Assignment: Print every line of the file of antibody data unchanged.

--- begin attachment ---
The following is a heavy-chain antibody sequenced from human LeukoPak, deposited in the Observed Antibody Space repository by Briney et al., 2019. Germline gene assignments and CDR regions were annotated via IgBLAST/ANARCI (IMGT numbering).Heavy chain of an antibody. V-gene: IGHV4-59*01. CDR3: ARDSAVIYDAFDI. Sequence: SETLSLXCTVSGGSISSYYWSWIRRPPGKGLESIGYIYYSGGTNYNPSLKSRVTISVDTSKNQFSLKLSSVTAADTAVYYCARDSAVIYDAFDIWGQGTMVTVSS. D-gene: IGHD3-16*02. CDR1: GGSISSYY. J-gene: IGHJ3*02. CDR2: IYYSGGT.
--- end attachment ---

The following is a heavy-chain antibody sequenced from human LeukoPak, deposited in the Observed Antibody Space repository by Briney et al., 2019. Germline gene assignments and CDR regions were annotated via IgBLAST/ANARCI (IMGT numbering).Heavy chain of an antibody. V-gene: IGHV4-59*01. CDR3: ARDSAVIYDAFDI. Sequence: SETLSLXCTVSGGSISSYYWSWIRRPPGKGLESIGYIYYSGGTNYNPSLKSRVTISVDTSKNQFSLKLSSVTAADTAVYYCARDSAVIYDAFDIWGQGTMVTVSS. D-gene: IGHD3-16*02. CDR1: GGSISSYY. J-gene: IGHJ3*02. CDR2: IYYSGGT.